Restoration Journal

Building the Stairs and Railing
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Building the Stairs

There are a lot of formulas and math to building stairs. I took a look at them and decided that I wanted my stairs to have a 7" rise and a 9.5" tread so I'd have plenty of room for my feet going up the stairs and wouldn't have to lift my old feet too high carrying a load. Of course when you're doing that math you have to keep in mind that you'll be adding the step on top and I used 2"X10"X12" boards to make my steps. One board would make three steps that way with a four foot stairway. Of course, they always cheat you with lumber! You never get 2"X10"; what you actually get is 1.75"X9.5" so my actual steps are 9.5" instead of 10" and I had to adjust for 1.75" of thickness instead of 2" when figuring for the height of the step. But, if you ever do this you'll figure it out. If not, just give me a holler and I'll help ya out a mite.

Not, like I've said before, I like to make sure everything is strong so I used four stringers instead of three like they said I could at the lumber place. And here is another little fact; your lumber is NOT going to be perfectly straight unless you're willing to go through about 100 pieces to get four good ones!! I tell you that the lumber business is in a sorry state these days. I remember being able to buy straight wood without too much problem. But, I regress.

When you lay out your first stringer make sure you use a carpenter's square and those little special stair clamps you can get to put it that are made just for measuring stair treads. I put one at 7" and the other at 10" and drew a line and measured it and, of course it was off so I went back and made adjustments until I had it right. Then I started marking my 2"X12"X16' board. Now, how did I know I need a 16' board? Well, my room is 8' (96") plus the 10" joist (9.5") plus the 3/4" decking (floor) so that makes the floor of my loft where the stairs need to go 106.25". Divide that by 7 and that gives you 15.18 steps. If they are all 10" then you need a 16' board; simply! After you lay out the first board AND BEFORE YOU CUT ANYTHING, haul that heavy sucker up and set it in place to see how it looks. Check out the bottom and make sure that you can cut it off horizontal so your steps will be level with the floor and your first step will be 7 inches from the floor (if that is your choice). If everything looks good then cut it and use it to cut the rest. Be sure to always cut each board with the crown (or bow in the wood) UP and always use your first piece as your pattern. DO NOT use the next piece as your pattern. Errors will multiply! OK, here are my stringers and a picture of the 4"X4" posts I used for added strength in the center and for the hand rail support. I also included a picture of the floor anchor for the posts. The posts are anchored to the floor and then anchored to the stringer with lag bolts.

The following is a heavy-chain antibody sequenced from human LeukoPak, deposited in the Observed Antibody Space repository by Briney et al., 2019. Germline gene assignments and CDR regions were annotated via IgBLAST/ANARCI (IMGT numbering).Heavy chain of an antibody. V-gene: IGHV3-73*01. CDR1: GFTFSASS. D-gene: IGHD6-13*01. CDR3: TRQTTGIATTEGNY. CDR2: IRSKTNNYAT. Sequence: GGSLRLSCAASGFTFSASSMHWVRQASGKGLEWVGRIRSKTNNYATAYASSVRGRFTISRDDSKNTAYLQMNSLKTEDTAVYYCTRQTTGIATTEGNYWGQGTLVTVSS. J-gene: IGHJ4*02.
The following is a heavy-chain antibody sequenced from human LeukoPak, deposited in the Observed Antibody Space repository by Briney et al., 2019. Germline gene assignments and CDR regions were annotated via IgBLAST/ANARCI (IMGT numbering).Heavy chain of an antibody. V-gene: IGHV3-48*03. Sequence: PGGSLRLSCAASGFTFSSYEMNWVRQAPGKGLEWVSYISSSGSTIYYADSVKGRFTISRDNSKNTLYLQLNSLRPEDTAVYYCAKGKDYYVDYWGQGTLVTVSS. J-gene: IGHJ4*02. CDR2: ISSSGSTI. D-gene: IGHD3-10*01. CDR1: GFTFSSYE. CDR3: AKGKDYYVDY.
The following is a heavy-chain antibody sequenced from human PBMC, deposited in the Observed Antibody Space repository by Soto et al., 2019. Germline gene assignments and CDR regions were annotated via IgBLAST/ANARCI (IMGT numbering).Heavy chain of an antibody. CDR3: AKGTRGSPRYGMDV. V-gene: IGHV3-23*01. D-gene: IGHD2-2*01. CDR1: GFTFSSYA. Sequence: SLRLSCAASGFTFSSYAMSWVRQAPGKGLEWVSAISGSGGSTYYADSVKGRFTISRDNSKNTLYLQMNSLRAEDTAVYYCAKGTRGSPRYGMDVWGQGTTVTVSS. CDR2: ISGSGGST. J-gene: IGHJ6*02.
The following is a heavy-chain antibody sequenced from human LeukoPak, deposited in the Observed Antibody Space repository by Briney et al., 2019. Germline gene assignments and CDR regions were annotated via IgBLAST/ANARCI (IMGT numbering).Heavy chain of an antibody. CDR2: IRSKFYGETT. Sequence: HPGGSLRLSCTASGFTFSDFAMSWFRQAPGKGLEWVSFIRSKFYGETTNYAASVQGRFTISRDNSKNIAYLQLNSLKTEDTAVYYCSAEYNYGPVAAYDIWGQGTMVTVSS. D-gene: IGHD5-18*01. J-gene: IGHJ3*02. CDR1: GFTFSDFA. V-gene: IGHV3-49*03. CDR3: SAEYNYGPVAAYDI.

webassets/Four-Stringers.JPG  webassets/4X4Anchor-Concrete-Floor.JPG 

webassets/Master-Post.JPG  webassets/Base-Post.JPG

webassets/Kickplate.JPG  webassets/Center-Support.JPG

As you've noticed I've added Three 2"X4" at the bottom for a kick-plate. This will make sure the stairs will never move forward. I designed it so that there will actually be a 2"X10" step glued and screw on top of these when I'm finished for better looks and added strength and security. Those stringers are not going anywhere! Also, if you not in the picture on the above right, I placed a center support that spans all four stringers and is supported by a 4"X4" post. That is a 2"X10" board nailed to the top of the post and then nailed to the stringer and anchored to the floor. I love added strength and security!

Now it is time for the stairs. I cut them all at the same time to 48" and secured them to the stringers with"Locktite Power Grab" and three 3" screws in each stringer. If one of your stringers has a bow in it just put a clamp on it before you screw it down and you'll be fine. After all the steps are on it is time to take a well-earned break because the next thing is to try to get that heavy 3/4" flooring up those steps. Here is a final picture of the steps. Gene

webassets/Screw-steps-on.JPG

 

 Installing the Floor

The biggest problem with installing the floor is getting that heavy stuff from the floor of the barn to the top of the loft. I can pick it up and carry it to the stairs but really didn't want to try carrying it UP those stairs so I decided to lay it down and slide it up the stairs. It worked great! Now, remember that I said that I ran the joists on 16" centers starting with the first wall I built? Well, I started installing the flooring from the other end because it butted up against the existing structure on two sides. Oops! As you can tell from the picture below I had to add an additional 2"X4" to one of my joists for the flooring to screw in to. Oh well! All flooring was installed with screws.

webassets/Flooring1.JPG  webassets/Flooring3.JPG

webassets/Top.JPG

Now it is on to the next project of adding some rails to the stairs and to the loft. I don't want to fall of this baby and get hurt. It might be a while before someone checks on me and it is COLD outside. Gene

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